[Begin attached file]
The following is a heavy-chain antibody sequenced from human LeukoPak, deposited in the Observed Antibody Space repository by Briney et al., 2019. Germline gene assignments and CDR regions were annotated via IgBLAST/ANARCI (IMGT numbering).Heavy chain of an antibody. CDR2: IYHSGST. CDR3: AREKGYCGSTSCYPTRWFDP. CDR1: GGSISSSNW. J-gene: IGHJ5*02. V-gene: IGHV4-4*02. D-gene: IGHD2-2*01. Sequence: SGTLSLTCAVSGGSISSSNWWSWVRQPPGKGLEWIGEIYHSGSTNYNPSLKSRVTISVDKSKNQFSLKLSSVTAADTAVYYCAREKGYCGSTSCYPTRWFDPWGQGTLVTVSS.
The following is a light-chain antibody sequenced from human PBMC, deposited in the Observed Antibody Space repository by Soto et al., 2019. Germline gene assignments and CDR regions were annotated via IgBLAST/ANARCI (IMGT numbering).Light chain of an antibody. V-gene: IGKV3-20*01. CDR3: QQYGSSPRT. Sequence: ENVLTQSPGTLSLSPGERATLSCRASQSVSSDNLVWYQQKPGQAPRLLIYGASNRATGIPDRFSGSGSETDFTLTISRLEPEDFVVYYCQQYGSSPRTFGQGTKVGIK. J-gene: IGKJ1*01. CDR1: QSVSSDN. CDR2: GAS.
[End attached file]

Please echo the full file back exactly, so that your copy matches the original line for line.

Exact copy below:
The following is a heavy-chain antibody sequenced from human LeukoPak, deposited in the Observed Antibody Space repository by Briney et al., 2019. Germline gene assignments and CDR regions were annotated via IgBLAST/ANARCI (IMGT numbering).Heavy chain of an antibody. CDR2: IYHSGST. CDR3: AREKGYCGSTSCYPTRWFDP. CDR1: GGSISSSNW. J-gene: IGHJ5*02. V-gene: IGHV4-4*02. D-gene: IGHD2-2*01. Sequence: SGTLSLTCAVSGGSISSSNWWSWVRQPPGKGLEWIGEIYHSGSTNYNPSLKSRVTISVDKSKNQFSLKLSSVTAADTAVYYCAREKGYCGSTSCYPTRWFDPWGQGTLVTVSS.
The following is a light-chain antibody sequenced from human PBMC, deposited in the Observed Antibody Space repository by Soto et al., 2019. Germline gene assignments and CDR regions were annotated via IgBLAST/ANARCI (IMGT numbering).Light chain of an antibody. V-gene: IGKV3-20*01. CDR3: QQYGSSPRT. Sequence: ENVLTQSPGTLSLSPGERATLSCRASQSVSSDNLVWYQQKPGQAPRLLIYGASNRATGIPDRFSGSGSETDFTLTISRLEPEDFVVYYCQQYGSSPRTFGQGTKVGIK. J-gene: IGKJ1*01. CDR1: QSVSSDN. CDR2: GAS.